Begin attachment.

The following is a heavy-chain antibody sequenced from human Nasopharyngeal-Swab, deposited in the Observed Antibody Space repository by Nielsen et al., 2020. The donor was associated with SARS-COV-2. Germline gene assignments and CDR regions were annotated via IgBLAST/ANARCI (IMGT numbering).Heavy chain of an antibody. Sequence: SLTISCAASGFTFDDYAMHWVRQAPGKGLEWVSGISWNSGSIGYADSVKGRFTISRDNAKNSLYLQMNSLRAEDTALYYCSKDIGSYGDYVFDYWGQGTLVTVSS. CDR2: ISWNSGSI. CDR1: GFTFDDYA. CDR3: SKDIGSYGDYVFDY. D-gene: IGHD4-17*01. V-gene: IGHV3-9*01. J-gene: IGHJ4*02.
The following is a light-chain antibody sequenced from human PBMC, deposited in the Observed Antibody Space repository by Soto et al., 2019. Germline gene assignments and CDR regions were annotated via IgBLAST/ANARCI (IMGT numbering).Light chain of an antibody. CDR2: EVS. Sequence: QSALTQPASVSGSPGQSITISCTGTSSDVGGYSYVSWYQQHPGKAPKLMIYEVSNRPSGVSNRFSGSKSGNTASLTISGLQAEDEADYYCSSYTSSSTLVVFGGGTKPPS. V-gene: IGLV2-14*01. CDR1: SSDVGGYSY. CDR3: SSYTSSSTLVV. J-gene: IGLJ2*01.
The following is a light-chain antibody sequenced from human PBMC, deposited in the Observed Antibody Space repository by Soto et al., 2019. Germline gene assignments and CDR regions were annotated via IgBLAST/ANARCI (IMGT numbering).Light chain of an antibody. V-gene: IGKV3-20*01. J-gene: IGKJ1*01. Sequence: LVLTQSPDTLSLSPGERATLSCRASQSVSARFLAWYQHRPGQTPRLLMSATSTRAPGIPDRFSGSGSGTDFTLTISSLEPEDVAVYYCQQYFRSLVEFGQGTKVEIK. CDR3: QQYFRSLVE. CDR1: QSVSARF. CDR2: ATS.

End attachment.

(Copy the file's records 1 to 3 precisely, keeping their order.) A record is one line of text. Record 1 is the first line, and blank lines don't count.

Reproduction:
The following is a heavy-chain antibody sequenced from human Nasopharyngeal-Swab, deposited in the Observed Antibody Space repository by Nielsen et al., 2020. The donor was associated with SARS-COV-2. Germline gene assignments and CDR regions were annotated via IgBLAST/ANARCI (IMGT numbering).Heavy chain of an antibody. Sequence: SLTISCAASGFTFDDYAMHWVRQAPGKGLEWVSGISWNSGSIGYADSVKGRFTISRDNAKNSLYLQMNSLRAEDTALYYCSKDIGSYGDYVFDYWGQGTLVTVSS. CDR2: ISWNSGSI. CDR1: GFTFDDYA. CDR3: SKDIGSYGDYVFDY. D-gene: IGHD4-17*01. V-gene: IGHV3-9*01. J-gene: IGHJ4*02.
The following is a light-chain antibody sequenced from human PBMC, deposited in the Observed Antibody Space repository by Soto et al., 2019. Germline gene assignments and CDR regions were annotated via IgBLAST/ANARCI (IMGT numbering).Light chain of an antibody. CDR2: EVS. Sequence: QSALTQPASVSGSPGQSITISCTGTSSDVGGYSYVSWYQQHPGKAPKLMIYEVSNRPSGVSNRFSGSKSGNTASLTISGLQAEDEADYYCSSYTSSSTLVVFGGGTKPPS. V-gene: IGLV2-14*01. CDR1: SSDVGGYSY. CDR3: SSYTSSSTLVV. J-gene: IGLJ2*01.
The following is a light-chain antibody sequenced from human PBMC, deposited in the Observed Antibody Space repository by Soto et al., 2019. Germline gene assignments and CDR regions were annotated via IgBLAST/ANARCI (IMGT numbering).Light chain of an antibody. V-gene: IGKV3-20*01. J-gene: IGKJ1*01. Sequence: LVLTQSPDTLSLSPGERATLSCRASQSVSARFLAWYQHRPGQTPRLLMSATSTRAPGIPDRFSGSGSGTDFTLTISSLEPEDVAVYYCQQYFRSLVEFGQGTKVEIK. CDR3: QQYFRSLVE. CDR1: QSVSARF. CDR2: ATS.